Posted in Teen Mental Health on April 13, 2015
Last modified on May 11th, 2019
Is Stress Affecting Your Teen’s Mental Health?
As adults, we understand stress and we feel its detrimental impact on our lives, but we tend to forget that young people experience stress, too. It affects their well-being and they may not realize that there are healthy ways to cope with stress. Parents and other adults need to be aware of how stress is affecting young people and need to be prepared to help.
Stress and Hispanic Teens
The study on stress in Hispanic young adults was led by the Steinhardt School of Culture, Education, and Human Development at New York University. It found that Hispanic teens who were born to immigrants experienced stress because of discrimination and that this stress led to feelings of depression and anxiety as well as sleep problems. The same results were not seen for Hispanic teens who were born outside the U.S. and immigrated here.
The study included 173 Hispanic teens living in New York City with a mix of those born in the U.S. and those born in foreign countries. The teens were interviewed about discrimination, stress, sleep and mental health issues during their sophomore, junior and senior years of high school. The results of the survey found that all the teens experienced discrimination and related stress to equal degrees. In other words, where the teens were born had no impact on how much discrimination they felt or how much stress it caused them.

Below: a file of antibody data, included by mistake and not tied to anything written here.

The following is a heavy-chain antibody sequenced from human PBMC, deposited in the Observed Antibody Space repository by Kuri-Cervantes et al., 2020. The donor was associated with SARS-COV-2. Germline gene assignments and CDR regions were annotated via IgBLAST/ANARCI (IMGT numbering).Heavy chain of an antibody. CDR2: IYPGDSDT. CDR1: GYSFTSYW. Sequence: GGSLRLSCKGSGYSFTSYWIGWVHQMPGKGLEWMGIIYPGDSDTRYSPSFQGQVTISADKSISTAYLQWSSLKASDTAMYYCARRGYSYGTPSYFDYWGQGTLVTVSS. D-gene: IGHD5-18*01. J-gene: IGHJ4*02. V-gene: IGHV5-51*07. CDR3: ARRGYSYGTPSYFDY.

The main difference was how that stress impacted their mental health. The stress caused by discrimination caused significant symptoms associated with depression and anxiety in the U.S.-born teens, yet another example of the immigrant paradox, which is the observation that people born outside of the U.S. are protected from several mental health problems.
The first generation teens were also more sleep deprived than their counterparts because of the stress caused by discrimination. Another survey found that Hispanic teens have a hard time falling asleep on Sunday nights because of stress brought on by the start of the school week. The teens also reported that poor sleep on Sunday affected them negatively for the rest of the week.
Helping Teens Cope With Stress
There was one bright spot in the study on stress and mental health. The researchers found that the negative impact of discrimination stress lessened as the teens got older. This fact demonstrates that young people are resilient and that they can learn to cope with stress. Parents and other adults can help teenagers even more by teaching and demonstrating healthy ways to deal with stressful situations and with stress in general.
Help your teen by starting a conversation about discrimination and how it makes them feel. Encouraging them to talk about these things is, in itself, a positive way to cope with stress. You can also use the conversations to discuss ways in which they can handle situations that cause them stress. It’s also important to teach your teen relaxation strategies that will serve them throughout their life. If you practice them together, you will both teach and model these positive strategies for them. Go for walks together, learn to meditate or take a yoga class together. Spending time with your teen and working on stress reduction will be a positive experience for both of you.
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